Spare a thought for Apple and its raging New Year's hangover.
The company's stock price plummeted in after-hours and pre-market trading on Wednesday, as the company revised its revenue estimate for its first fiscal quarter down to $ 84 billion. Apple had previously invested in expecting revenue between $ 89 billion and $ 93 billion.
Chief Executive Tim Cook pinned the blame on lower iPhone demand and the slowing Chinese economy, compounded by President Donald Trump's trade war.
As Wall Street to the New Reality of Peak iPhone, Cook Was Conquering: Look at our burgeoning services business! Lots of revenue!
Services, Cook wrote on Wednesday, "generated $ 1
This is an important narrative for Apple, which has been trying to distract Wall Street from peak iPhone since about 2016, when it started talking up its "non-iPhone revenue." The idea is that Apple won't earn money forever from high-margin hardware like the iPhone, and instead can earn sustainable revenue by getting existing users to pay for services like the App Store, Apple Music, iCloud storage, and AppleCare.
This would be more convincing if it wasn't for Netflix
This isn't reassuring Wall Street just yet, and here's why.
Apple does break down its revenue revenue, instead dumping various software revenue streams under the one umbrella. We don't know, for example, how much revenue iCloud subscriptions brings in versus Apple Music subscriptions.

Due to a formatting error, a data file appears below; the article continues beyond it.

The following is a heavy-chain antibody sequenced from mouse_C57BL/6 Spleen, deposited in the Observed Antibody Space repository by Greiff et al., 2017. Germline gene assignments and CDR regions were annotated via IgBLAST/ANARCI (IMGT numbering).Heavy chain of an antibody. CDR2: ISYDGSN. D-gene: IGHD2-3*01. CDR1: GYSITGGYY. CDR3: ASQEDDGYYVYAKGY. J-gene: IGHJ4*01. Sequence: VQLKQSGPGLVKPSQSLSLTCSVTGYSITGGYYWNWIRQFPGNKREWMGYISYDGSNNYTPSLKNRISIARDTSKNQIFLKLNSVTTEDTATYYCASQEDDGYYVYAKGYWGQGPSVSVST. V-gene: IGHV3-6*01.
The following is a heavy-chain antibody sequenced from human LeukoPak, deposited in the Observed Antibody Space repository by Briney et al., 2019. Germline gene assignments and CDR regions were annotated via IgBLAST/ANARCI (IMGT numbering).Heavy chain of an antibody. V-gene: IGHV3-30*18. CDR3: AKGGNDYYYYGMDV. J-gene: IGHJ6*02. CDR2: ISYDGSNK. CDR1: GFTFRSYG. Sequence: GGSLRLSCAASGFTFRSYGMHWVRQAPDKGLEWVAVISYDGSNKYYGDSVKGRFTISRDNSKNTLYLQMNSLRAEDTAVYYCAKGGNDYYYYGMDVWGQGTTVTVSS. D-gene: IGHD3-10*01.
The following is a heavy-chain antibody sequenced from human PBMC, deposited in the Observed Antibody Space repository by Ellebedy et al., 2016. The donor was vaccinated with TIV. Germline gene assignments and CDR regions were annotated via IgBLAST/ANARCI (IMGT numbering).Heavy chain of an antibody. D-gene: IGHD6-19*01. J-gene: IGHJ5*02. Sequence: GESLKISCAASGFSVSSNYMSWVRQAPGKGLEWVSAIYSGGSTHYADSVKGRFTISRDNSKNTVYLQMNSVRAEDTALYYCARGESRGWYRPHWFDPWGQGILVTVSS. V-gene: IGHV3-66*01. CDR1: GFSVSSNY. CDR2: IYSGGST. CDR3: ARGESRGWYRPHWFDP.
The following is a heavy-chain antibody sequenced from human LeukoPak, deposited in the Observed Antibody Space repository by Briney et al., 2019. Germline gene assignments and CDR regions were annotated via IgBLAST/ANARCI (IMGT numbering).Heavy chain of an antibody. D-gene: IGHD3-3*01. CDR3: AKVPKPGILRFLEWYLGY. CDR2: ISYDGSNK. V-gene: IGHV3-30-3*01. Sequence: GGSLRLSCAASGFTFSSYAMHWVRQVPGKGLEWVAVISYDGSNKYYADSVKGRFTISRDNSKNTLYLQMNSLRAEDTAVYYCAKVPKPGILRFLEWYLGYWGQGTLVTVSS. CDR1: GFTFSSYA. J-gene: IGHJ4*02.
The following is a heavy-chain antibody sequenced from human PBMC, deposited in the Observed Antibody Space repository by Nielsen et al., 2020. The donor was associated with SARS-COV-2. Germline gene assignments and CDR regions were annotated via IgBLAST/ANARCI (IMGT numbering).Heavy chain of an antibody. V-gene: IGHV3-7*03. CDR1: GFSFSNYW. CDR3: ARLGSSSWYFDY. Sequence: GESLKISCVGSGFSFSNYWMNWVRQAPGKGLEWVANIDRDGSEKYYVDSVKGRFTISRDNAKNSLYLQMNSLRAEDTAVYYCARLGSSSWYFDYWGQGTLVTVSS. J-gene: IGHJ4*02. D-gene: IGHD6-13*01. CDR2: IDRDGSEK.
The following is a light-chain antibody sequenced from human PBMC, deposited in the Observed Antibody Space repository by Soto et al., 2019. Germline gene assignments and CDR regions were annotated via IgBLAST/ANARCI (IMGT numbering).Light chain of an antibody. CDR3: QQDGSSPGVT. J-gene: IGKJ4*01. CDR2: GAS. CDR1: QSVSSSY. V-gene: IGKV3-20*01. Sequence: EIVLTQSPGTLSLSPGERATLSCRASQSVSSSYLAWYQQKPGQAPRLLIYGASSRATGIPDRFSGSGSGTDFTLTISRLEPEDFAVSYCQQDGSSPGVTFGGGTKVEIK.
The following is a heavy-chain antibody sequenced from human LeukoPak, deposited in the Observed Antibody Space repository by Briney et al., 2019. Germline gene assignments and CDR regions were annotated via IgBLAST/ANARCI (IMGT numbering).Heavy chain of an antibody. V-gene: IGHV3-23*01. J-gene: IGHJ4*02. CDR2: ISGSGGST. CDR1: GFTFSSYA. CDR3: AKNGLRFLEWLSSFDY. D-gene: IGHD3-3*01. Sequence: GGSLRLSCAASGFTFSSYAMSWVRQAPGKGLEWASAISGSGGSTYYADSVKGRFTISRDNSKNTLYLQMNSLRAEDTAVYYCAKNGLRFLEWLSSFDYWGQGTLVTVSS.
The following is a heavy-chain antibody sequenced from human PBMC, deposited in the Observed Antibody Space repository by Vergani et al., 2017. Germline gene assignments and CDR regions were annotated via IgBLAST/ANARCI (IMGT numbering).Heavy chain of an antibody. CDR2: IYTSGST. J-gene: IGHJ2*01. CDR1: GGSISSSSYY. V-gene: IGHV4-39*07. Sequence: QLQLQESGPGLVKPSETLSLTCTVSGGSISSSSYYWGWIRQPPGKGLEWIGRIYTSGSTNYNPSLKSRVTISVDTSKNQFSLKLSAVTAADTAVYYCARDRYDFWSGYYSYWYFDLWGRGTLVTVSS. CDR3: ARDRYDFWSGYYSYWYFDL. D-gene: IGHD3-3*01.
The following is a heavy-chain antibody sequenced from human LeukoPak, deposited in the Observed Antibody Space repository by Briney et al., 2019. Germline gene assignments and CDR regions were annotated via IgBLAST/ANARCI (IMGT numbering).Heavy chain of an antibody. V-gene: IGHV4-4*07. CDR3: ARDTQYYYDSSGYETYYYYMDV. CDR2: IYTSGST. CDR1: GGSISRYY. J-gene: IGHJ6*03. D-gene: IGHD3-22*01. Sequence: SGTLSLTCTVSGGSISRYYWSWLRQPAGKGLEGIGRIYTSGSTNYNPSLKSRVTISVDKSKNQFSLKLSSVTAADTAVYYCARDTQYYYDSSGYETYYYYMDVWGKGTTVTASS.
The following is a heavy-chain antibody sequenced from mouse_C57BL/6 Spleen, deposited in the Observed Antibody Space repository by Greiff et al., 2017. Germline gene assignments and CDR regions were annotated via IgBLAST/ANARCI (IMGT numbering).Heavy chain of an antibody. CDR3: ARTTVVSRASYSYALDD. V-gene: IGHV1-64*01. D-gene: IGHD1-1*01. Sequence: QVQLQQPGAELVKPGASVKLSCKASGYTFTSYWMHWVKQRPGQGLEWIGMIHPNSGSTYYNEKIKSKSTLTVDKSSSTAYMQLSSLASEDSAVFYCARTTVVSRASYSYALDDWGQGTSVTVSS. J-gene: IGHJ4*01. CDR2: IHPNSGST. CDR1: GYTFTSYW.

Read more: Netflix is a $ 256 million revenue stream for Apple by circumventing iTunes billing
We can calculate, though, that a decent chunk of the money comes from the App Store.
Apple splits app revenue with developers, skimming up to 30% off app subscriptions, purchases, and one-off payments.
The company said developers earned $ 26.5 billion from apps in 2017. This is after Apple slipped off its 30%, this suggests the company earned around $ 11.35 billion from the App Store for the full year 2017. Apple said it earned $ 29.9 billion from services in 2017, so that suggests App Store accounted for nearly 38% of services revenue that year.
This is a nice earner for Apple as long as developers keep playing ball. This isn't just about skimming 30% off flash-in-the-pan mobile games, but earning continuous revenue from subscriptions to online services like Netflix and Spotify, which cost up to $ 170 a year.
Except developers are not playing ball.
Netflix has just altered its signup process so that iOS users won't be billed for their subscriptions through iTunes. That lets the streaming service dodge the 30% fee (or 15% after a year) that Apple charges and keeps the subscription money for itself. Netflix happens to be the app that currently has the most money for Apple in the US.
Spotify has been fighting iTunes billing for years, asking lapsed subscribers to update their subscription directly through its website. In 2016, the company said Apple's fee was actively harming its business.
Amazon similarly dodges iTunes billing on Kindle ebook purchases, by forcing people to buy ebooks through its website rather than through the Kindle iOS app.
It's a case of bad timing for Cook that Netflix decided to pull its iTunes billing stunt just days before Apple announced lowered revenue and tried to point to services as the new growth business.
It is not clear how Apple will respond to Netflix, or prevent other developers from taking the same route. The company may make an aggressive move and block the Netflix app, although it is difficult to see how it raises competition questions given Apple is currently building its own Netflix competitor.
Alternative, Apple may cave and drop its fees further. But that would help the services growth narrative at further risk – and no amount of handwaving.